IP Information & News

Road to Zero — the movement towards low-emission vehicles

Dr Terence Broderick

By Dr Terence Broderick

Patent Attorney

Across the UK, we’re all aware of the need to improve air quality and energy security, make cities cleaner and quieter, and reduce greenhouse gas emissions. In a very welcome move, the UK government has published its ‘Road to Zero’ policy, which sets out how we can reduce carbon emissions from road transport. This will create a wealth of opportunities to develop new, green technologies.

Here’s what companies can do to take advantage of this momentum, as the UK looks towards the widespread use of cleaner road transport.

Driving change

Road transport is statistically one of the largest contributors of greenhouse gas emissions. Cleaner road transport is seen as one of the ways we can make the changes we need. The UK government has stated that, by 2050, almost every car and van on UK roads should be a zero emission vehicle.

These are big ambitions and require substantial technological development and sociological change, which presents opportunities for innovators who can develop products and services that enable this revolution to take place.

It’s not always about the cleanest choice

The government hasn’t always been commended for its pragmatism in recent times, but this policy does contain some sensible guidance. It recognises that the current availability of vehicles which could be considered low-emission is a constraint.

Indeed, no specific fuel source is identified as being a ‘no go’ option — the policy clarifies that all fuel sources have their place in the current climate and that buyers of vehicles should try to make the “cleanest choice” for their needs, rather than treating the cleanest choice as an absolute. In this regard, it doesn’t dismiss petrol and diesel vehicles as options, but rather treats them as an option which may be the most efficient and effective for some categories of user.

In identifying a role for all types of fuel source during the transition, the government is encouraging widespread innovation around both fossil fuels and renewable fuels alike, particularly with respect to commercial vehicles. That said, the unveiling of several alternative powertrain and biofuel options by commercial vehicle giants Iveco and Scania at the recent IAA show is an indication that cleaner choices are not far away.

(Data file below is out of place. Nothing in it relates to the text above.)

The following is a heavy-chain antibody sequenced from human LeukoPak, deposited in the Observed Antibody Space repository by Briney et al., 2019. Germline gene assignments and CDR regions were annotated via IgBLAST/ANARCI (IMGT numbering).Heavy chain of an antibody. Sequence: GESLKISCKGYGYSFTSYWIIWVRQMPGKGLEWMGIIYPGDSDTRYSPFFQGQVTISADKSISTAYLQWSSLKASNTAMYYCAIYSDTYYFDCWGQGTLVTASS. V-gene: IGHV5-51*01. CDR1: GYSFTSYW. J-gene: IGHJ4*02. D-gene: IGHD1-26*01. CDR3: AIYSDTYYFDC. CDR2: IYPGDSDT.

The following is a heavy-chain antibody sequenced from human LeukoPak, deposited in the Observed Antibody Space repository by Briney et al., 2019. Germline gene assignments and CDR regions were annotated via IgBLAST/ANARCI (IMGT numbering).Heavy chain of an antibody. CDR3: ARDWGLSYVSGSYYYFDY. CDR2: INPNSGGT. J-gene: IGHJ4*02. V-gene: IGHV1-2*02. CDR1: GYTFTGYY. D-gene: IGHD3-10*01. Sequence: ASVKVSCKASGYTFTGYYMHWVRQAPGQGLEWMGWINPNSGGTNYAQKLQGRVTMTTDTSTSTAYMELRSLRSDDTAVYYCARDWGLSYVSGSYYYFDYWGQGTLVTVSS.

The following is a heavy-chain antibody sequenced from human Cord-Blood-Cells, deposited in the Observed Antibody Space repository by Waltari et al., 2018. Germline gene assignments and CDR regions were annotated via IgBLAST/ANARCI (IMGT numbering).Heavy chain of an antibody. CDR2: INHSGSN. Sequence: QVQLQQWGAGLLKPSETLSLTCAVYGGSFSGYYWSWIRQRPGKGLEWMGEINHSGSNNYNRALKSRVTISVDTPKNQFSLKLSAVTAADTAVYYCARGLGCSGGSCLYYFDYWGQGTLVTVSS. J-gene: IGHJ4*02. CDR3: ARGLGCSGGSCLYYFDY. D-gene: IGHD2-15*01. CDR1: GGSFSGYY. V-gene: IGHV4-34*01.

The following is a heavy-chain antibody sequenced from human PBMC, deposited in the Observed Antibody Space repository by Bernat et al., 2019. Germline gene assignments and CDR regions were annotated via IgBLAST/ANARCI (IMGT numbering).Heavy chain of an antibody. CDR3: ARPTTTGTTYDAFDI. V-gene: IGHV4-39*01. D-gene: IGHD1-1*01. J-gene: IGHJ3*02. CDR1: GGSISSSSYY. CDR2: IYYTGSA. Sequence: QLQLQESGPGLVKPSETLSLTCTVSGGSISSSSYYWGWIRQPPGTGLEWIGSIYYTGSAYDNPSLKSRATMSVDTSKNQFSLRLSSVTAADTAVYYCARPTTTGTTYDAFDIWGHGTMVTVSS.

Three key areas

The policy highlights three areas of focus for reducing carbon emissions from road transport between now and 2050. These are:

  • Reducing carbon emissions from vehicles already on our roads. For example, by increasing the use of low-carbon fuels, retrofitting new technology and educating drivers in more environmentally friendly driving.
  • Increasing the uptake of cleaner new cars and vans. For example, by addressing the issues with consumer acceptance and the supply of low-emission vehicles through regulation, grants to incentivise the purchase of these vehicles and providing information about the environmental performance of the choices available.
  • Improved infrastructure for electric and hydrogen fuel cell vehicles. For example, ensuring charging points are more available across the country.

These areas neatly encapsulate where technological development is required and where innovators will be focusing their efforts as they seek to take advantage of the growth and momentum in this sector. Each of them provides unique technical challenges, which require a technical solution. Protecting your technology as you seek to become part of this revolution is important if you wish to take advantage of the demand for products and services as we head toward a low-emission society.

If you’re developing technology to help propel the UK to be a world leader in low-emission transport, our automotive and green technology specialists can help you to protect your innovations with patents. To find out more, please feel free to get in touch with me at tsb@udl.co.uk.

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